You can find Part One here.
The day’s events had left me dumbfounded. I’d wandered into the Appalachians in search of truth, looking for our country’s economic precipice, and while I was apparently on the right track the answers I’d found left me with even more questions. Where was this massive, financial Sword of Damocles? How could the people “in charge” possibly have driven us to this cliff like Thelma and Louise, their hands clasped, threatening to take us where no American government had gone before? My journey into the heart of Appalachia was only one day old and I was already looking over my shoulder awaiting my own “squeal like a pig” moment.
I retired to the nearest roadside motel, and after locking the door, sliding the chain in, and propping my luggage against the entrance, was able to pick up a couple hours of fitful sleep. The next morning I awoke and ran to my car, fishtailing as I roared out of the motel parking lot . Part of me wanted to turn around and get back to civilization, but I knew my duty lie elsewhere. If I didn’t find this cliff it might turn out no one could, and then where would we be?
So I took off again along the same route I’d been on the day before, following the directions the townspeople had given me. I got to the next town as the sun was fighting its way up the eastern horizon. At first it looked deserted. I slowly trawled around looking for signs of life. Finally, I saw a lone silhouette sitting in the town diner. I parked my rented car and cautiously approached. I could see that it was a man. He appeared to be reading the paper and drinking a cup of coffee. I sucked up a large breath and gathered my courage.
Upon entering the diner a small bell went off, indicating my arrival. The man didn’t look up. I stood there in the doorway, contemplating my next move. Without looking up, he said, “You’ve come a long way, might as well sit down.”
I was, of course, a bit shocked, but with seemingly no other alternative I took the stool next to his. He was somewhere around middle-age, though I couldn’t be sure, what with him having an aspect that made much about him hard to place. He was wearing a finely-tailored suit, something that seemed out of place in these environs, and carried himself with an assured air that marked him as being not of this place. Beyond that, there was little I could tell about him on first glance.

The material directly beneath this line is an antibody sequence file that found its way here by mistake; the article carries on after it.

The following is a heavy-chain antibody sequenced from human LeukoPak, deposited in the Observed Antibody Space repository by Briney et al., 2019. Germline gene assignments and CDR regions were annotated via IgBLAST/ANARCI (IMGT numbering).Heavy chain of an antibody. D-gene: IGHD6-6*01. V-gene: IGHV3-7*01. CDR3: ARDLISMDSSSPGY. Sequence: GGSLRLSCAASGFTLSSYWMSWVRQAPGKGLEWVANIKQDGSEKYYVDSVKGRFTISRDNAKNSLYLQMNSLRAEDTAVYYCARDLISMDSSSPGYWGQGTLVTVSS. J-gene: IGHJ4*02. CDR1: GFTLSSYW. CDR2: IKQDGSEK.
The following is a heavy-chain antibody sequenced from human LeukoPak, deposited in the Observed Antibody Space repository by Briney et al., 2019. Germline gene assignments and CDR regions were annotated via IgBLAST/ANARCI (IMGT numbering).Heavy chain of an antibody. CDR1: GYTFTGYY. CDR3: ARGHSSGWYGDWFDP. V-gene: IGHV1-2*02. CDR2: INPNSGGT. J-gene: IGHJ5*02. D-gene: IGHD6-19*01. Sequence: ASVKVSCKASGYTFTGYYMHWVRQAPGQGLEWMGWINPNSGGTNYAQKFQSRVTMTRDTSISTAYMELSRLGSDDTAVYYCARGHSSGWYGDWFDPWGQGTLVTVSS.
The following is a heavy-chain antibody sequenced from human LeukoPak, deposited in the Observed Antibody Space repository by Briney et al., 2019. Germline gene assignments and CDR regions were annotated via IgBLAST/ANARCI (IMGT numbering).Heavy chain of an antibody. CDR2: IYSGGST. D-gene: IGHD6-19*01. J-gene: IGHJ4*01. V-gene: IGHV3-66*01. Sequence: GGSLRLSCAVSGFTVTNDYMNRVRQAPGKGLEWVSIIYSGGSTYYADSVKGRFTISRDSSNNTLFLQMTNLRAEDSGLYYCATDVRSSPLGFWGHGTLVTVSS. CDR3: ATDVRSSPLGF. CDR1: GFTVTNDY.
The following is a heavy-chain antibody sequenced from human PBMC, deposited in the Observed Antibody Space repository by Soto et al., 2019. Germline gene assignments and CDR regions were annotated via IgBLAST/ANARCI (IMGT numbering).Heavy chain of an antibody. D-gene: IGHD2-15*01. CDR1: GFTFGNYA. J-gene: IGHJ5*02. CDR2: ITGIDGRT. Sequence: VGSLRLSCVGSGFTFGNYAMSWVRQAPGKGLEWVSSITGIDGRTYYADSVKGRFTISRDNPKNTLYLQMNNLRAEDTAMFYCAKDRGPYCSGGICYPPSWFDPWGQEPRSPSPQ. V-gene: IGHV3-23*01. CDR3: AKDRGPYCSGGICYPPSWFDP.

“You’ve been looking for Fiscal Cliff, I hear,” he began.
“Yeah, how did you know?”
“Oh, I just knew. But that’s not the point. The point is why, why are you looking for it?”
“It seemed important,” I said. “Everyone keeps talking about it, but no one seems to know anything about it. I’m an investigative journalist, it’s my…”
He cut me off. “I know what you are. That still doesn’t mean you should go around poking your nose in where it don’t belong.”
“Well, that’s actually exactly what it means. Investigative…”
Again, he stopped me. “Look here, the whole point is that you, nor anyone else, knows exactly what this whole thing means. That’s why it’s there. That’s it’s purpose. Hell, the people fighting over it in Congress don’t even really know what it is. It’s a ghost, a bogeyman, the monster under your bed. It’s threat level red. Defcon 5. Get it?”
“No, not really.” I was truly perplexed.
“The fact is, no one knows what will happen. Whether they cut a deal to avert this mythological Apocalypse, or let us go right on over, no one knows. It’s just the latest load of flaming bullshit being laid at the country’s collective doorstep. You’re out here looking for something that isn’t real.”
At least that last sentence made some sense. “I was beginning to think that myself.”
“Yeah, well, took ya’ long enough. You can keep on going down that road, and who knows, maybe you’ll find something. Maybe there is a rocky outcropping that promises to lead our country’s commerce falling to its death. Or maybe, just maybe, you’re out here looking for a huge pile of bullshit. And this is farm country, you can find a huge pile of bullshit most anywhere you look.”
“So, what do I do?” I had to ask.
“I dunno. Go spend your time thinking about something worthwhile, like what to eat for dinner tonight, or whether the Cubs will ever win a World Series. Whatever you do, though, leave this one alone. There’s nothing to see here. Just another load of crap being dropped on your head by a bunch of people whose job it is to drop loads of crap on everyone’s heads. After all, it’s how they keep their jobs.”
While I hadn’t quite understood everything this cryptic bastard was spitting at me, it somehow rang true. I, the American people, and their venerable Congress were on a wild goose chase all along. Whatever and wherever Fiscal Cliff was it probably didn’t have a whole lot more meaning than the yahoos who kept crowing about it lent it with their yammering. It was a fictional monster created out of lies, half-truths, prevarication, and spittle. Its impact and effects were as obscure as the next hurricane or earthquake, and attempts to understand it were just as futile.
I got up form my stool, nodded at the gentleman, and walked toward the door. I turned back one last time before leaving. He was already gone. Vanished. Whoever he was, I was going to be glad to have him, the Appalachians, and the search for Fiscal Cliff in my rearview mirror.